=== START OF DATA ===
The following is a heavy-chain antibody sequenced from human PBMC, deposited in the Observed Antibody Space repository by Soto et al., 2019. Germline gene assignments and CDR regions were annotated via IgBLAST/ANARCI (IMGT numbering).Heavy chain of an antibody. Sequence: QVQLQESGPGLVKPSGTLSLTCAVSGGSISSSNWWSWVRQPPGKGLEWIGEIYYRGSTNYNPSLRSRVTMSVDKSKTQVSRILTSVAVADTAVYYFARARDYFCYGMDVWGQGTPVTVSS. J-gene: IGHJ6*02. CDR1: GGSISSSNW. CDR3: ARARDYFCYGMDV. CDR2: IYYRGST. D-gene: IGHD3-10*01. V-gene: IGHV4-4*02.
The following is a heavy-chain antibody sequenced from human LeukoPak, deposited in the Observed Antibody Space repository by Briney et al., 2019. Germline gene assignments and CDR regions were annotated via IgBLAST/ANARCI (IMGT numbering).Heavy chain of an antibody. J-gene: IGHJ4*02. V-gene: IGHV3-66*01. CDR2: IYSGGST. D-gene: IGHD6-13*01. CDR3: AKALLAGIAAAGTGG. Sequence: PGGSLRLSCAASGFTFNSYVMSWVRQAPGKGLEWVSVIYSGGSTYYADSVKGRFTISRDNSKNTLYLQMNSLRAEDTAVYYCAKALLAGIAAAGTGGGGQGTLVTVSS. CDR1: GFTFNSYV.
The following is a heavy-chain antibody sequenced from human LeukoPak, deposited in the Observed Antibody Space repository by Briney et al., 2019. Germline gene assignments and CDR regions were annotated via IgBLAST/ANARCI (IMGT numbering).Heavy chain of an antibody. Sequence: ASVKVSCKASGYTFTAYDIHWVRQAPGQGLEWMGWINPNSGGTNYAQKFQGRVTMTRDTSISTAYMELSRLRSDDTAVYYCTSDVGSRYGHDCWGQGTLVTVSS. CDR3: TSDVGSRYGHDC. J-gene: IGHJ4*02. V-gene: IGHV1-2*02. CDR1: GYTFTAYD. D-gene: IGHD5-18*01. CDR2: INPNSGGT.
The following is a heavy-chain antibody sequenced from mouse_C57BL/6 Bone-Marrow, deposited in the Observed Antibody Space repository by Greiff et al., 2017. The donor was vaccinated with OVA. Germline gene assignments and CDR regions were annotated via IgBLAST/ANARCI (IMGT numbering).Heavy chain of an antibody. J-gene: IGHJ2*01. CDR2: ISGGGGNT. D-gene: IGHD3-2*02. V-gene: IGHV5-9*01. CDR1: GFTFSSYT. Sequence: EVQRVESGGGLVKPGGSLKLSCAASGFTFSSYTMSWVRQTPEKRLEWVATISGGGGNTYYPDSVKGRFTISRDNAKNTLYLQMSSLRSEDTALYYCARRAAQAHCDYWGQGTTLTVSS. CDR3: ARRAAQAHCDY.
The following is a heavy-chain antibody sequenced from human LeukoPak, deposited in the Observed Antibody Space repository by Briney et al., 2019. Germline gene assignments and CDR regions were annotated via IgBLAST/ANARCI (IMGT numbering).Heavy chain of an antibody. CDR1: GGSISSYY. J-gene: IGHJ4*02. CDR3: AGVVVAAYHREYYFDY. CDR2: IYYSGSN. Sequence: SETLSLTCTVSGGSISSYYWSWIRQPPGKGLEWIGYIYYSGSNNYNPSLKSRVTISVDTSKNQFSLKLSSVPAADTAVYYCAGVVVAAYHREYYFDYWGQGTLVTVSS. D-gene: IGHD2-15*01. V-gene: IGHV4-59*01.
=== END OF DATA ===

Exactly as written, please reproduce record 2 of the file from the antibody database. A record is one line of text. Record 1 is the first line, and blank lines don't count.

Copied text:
The following is a heavy-chain antibody sequenced from human LeukoPak, deposited in the Observed Antibody Space repository by Briney et al., 2019. Germline gene assignments and CDR regions were annotated via IgBLAST/ANARCI (IMGT numbering).Heavy chain of an antibody. J-gene: IGHJ4*02. V-gene: IGHV3-66*01. CDR2: IYSGGST. D-gene: IGHD6-13*01. CDR3: AKALLAGIAAAGTGG. Sequence: PGGSLRLSCAASGFTFNSYVMSWVRQAPGKGLEWVSVIYSGGSTYYADSVKGRFTISRDNSKNTLYLQMNSLRAEDTAVYYCAKALLAGIAAAGTGGGGQGTLVTVSS. CDR1: GFTFNSYV.